1 of 6 pictures

Wacom Bamboo Stylus for iPad
Wacom Bamboo Stylus for iPad

6 Pictures - Wacom Bamboo Stylus for iPad

  • Wacom Bamboo Stylus for iPad
  • Wacom Bamboo Stylus for iPad
  • Wacom Bamboo Stylus for iPad
  • Wacom Bamboo Stylus for iPad
  • Wacom Bamboo Stylus for iPad
  • Wacom Bamboo Stylus for iPad
 

ChaosDefinesOrder

July 4, 2011, 6:21 pm

How does this compare to systems such as the HTC Flyer?

Ed

July 4, 2011, 7:08 pm

The two are fundamentally different as the Flyer uses an active sensing technology that responds to pressure as well, with the result it's much more accurate. However, the Flyer is still neither pressure sensitive nor accurate enough to be a truly compelling drawing tool, and the hard plastic nib feels overly slippery on the screen. It's better but still not like using a proper professional graphics tablet.

lensmann

July 5, 2011, 12:53 am

Do the TR team have any insight into why there seems to be so little interest in handwriting recognition? That seems to me to be the most obvious uses for a stylus, but HTC left it out of the Flyer (even though Vision Objects have ported their excellent Myscribe engine to Android), and now Wacom - a long-standing Vision Objects partner - have done the same.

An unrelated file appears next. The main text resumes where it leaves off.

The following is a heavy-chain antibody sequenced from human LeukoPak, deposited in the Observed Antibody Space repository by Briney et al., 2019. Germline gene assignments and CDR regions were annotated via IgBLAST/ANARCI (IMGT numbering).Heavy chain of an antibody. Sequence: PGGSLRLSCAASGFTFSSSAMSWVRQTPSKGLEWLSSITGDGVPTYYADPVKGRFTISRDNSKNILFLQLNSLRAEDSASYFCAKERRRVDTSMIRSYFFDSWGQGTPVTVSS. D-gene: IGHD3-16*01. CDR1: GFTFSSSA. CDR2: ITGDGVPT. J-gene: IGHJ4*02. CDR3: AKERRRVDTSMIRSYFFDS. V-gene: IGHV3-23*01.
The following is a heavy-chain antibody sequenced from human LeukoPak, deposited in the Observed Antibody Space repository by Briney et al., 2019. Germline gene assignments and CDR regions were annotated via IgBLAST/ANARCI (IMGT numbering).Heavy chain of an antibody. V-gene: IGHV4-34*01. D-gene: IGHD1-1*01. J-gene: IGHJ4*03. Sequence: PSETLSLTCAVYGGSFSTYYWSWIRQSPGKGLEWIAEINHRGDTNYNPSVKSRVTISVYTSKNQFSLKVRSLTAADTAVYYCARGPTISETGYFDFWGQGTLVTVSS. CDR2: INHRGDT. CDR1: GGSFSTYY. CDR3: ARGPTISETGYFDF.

Sperry

July 5, 2011, 6:10 pm

The spare tips can be found by putting the following part number into the search field of the Wacom website: PSI-A087

Chris

July 5, 2011, 7:40 pm

I'll hazard a guess - because typing with an on-screen keyboard is faster and more accurate than handwriting recognition.

lensmann

July 5, 2011, 8:09 pm

Chris: Everyone's playing up how great the stylus is for taking notes. Surely handwriting recognition is the logical extension of that? Surely searchable notes are useful in a way scrawls-as-jpegs aren't?

In any event, handwriting recognition has come a long way since the days of egg freckles. It'll never be as fast as typing, but the point is that it's useful in a different way - something these manufacturers themselves realise, since they're playing up the notetaking functions of styli.

Chris

July 6, 2011, 7:35 pm

Fair enough, I was going to mention that indexing handwritten notes might be a useful application for handwriting recognition, particularly since this doesn't require 100% accuracy.

However, that's very much a secondary application - a 'nice to have', rather than an essential. I suppose many manufacturers reckon they can do without it and not upset the majority of their users.

jennyley

April 24, 2012, 11:37 pm

I just got the chance to use one today and was impressed. My friend who owns it mentioned that you can have even more control if you remove the metal piece from the tip. The pen tip doesn't fall off and it allows you the ability to hold the stylus at more of an angle.

comments powered by Disqus